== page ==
On the other hand, although India has become a benchmark in the successful implementation of voting machines, it has not yet fulfilled its promise to modernize its system by implementing paper trail printing in order to shield the people’s intent. However, the Supreme Court has already issued a ruling demanding its use.

Venezuela is a pioneer in the use of VVPAT in the region. The mark this practice leaves was reflected on a study conducted by Peru’s National Office for Electoral Processes (Onpe), which shows how the DRE model is progressing firmly compared to other e-voting models. It also shows how paper trails are gaining ground both in countries where electoral automation is used and countries where its implementation is still under study, such as Colombia, Peru and Ecuador.

The way e-voting has found a way to defeat suspicion and fear has been shielding all the phases of the process. VVPAT is a guarantee for expansion.

El Salvador faces an electoral abyss


Salvadorans have been left with no electoral results.

El Salvador went to the polls on March 1st in order to renew legislative and municipal authorities. Although the electoral event proceeded normally, the crucial stage of vote tallying became a real nightmare, as several days have passed since the elections took place and there are still no official results. The country is facing an electoral abyss.

The Supreme Electoral Tribunal (TSE) had to break its promise of releasing “preliminary results” a few hours after closing the polling places, as the company hired to design the software for releasing results, Soluciones Aplicativas (Saplic), was unable to fulfill its duty. This has deprived the country of finishing anelection neatly, without jeopardizing its institutional and democratic stability.

The TSE announced that it will only be able to release the final official election results in two more weeks, as technical faults that had been previously detected but not fixed by the technology provider made it impossible for the software to “show the minutes” containing the allocation of votes by parties, and to enable their transmission for the preliminary count.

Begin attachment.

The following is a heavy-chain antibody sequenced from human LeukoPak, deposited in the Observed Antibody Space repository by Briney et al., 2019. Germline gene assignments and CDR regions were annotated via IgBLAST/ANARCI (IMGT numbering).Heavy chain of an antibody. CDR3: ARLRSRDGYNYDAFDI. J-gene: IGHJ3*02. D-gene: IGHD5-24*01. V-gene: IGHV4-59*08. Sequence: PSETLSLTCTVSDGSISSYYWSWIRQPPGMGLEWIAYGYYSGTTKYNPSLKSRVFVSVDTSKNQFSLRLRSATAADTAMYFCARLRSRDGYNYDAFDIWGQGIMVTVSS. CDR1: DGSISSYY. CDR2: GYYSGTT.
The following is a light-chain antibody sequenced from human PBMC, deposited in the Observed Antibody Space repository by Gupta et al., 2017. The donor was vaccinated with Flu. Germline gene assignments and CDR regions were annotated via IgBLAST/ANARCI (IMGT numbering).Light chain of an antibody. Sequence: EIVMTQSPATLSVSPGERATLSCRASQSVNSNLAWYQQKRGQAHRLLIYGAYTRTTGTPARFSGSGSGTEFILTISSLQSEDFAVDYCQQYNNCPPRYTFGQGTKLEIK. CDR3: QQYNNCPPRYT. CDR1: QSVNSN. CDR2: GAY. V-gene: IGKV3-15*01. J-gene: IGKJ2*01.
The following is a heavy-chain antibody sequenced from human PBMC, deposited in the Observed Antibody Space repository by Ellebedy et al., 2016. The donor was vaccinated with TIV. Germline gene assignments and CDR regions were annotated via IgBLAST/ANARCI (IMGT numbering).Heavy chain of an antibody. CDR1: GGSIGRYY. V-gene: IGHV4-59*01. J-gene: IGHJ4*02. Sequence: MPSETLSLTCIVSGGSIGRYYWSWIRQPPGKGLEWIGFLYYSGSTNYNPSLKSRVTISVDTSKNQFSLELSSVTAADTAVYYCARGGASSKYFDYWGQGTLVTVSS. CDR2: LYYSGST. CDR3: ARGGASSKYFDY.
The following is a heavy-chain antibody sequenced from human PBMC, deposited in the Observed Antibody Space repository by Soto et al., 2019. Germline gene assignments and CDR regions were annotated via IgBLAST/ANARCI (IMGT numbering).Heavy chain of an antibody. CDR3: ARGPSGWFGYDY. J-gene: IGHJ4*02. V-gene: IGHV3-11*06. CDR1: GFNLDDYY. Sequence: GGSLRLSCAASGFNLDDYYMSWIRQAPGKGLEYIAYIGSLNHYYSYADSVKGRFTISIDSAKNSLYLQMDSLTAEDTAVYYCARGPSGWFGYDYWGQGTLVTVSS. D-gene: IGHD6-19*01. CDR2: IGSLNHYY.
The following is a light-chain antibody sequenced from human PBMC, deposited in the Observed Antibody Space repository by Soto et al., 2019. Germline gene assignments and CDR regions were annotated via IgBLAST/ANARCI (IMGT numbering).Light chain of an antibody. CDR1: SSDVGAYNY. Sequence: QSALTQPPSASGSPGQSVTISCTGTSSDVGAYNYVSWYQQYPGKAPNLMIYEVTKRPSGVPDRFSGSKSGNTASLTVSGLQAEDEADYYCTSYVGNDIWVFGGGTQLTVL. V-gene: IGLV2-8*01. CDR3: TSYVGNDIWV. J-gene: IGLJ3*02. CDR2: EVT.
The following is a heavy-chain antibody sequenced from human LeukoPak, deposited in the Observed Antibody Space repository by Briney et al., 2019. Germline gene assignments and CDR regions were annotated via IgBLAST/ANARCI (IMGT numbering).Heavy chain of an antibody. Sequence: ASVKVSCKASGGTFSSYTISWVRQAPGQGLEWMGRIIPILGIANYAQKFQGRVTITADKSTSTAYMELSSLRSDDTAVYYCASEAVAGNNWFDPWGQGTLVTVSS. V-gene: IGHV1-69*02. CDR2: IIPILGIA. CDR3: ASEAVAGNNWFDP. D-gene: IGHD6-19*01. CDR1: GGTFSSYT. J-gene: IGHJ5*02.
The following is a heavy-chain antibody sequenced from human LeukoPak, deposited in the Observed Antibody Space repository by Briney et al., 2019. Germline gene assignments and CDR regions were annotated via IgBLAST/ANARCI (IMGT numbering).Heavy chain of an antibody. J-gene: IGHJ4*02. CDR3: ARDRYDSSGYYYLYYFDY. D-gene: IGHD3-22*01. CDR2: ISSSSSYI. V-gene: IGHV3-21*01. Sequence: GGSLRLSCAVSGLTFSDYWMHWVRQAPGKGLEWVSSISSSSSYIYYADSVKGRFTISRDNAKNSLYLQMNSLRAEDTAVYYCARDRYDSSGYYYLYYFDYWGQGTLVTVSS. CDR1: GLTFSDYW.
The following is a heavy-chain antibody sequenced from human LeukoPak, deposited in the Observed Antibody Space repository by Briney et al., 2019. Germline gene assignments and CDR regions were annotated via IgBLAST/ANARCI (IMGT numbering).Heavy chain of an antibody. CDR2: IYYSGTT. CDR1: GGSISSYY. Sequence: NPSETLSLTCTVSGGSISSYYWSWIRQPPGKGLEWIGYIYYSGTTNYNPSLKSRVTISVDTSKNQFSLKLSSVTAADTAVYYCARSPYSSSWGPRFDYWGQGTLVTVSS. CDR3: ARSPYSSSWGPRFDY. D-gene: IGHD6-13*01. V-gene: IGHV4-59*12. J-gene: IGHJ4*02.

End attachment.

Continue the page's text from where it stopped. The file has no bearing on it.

The faulty performance of the company led the TSE president, Julio Olivo to denounce deliberate irregularities: “I can safely say that there was sabotage, because I have evidence for this,” he declared before the Public Prosecutor.
While the authorities unravel what happened, there is a thesis circulating that the source of all evil in this election in El Salvador was the tender process in which Saplic was awarded the contract to develop the program for releasing electoral results.

Although other companies bid for this tender, having well-known experience in electoral technology, which in the past have automated different electoral stages, or which even guaranteed the success of 100% automated elections in various countries, a local company “with no other guarantee about its experience and performance record than the word of technical advisors” was chosen. Local media outlets point out that TSE magistrates acknowledged that they chose Saplic “in good faith.” Since the magistrates had neither educational background nor any experience in computing, they followed recommendations from the specialists they consulted.

The TSE’s former president, Eugenio Chicas, also criticized the company and the electoral body. He stated that choosing Saplic was an irresponsible decision, as it was not based on technical criteria.

In light of the progress of technology, and even of e-voting best practices, what has happened in El Salvador is unacceptable and must be amended. Risking political stability of a country by overlooking vital elements in a tender process and those inherent to the adoption of automated systems can only leave the people’s intent adrift and harm trust in the institutions.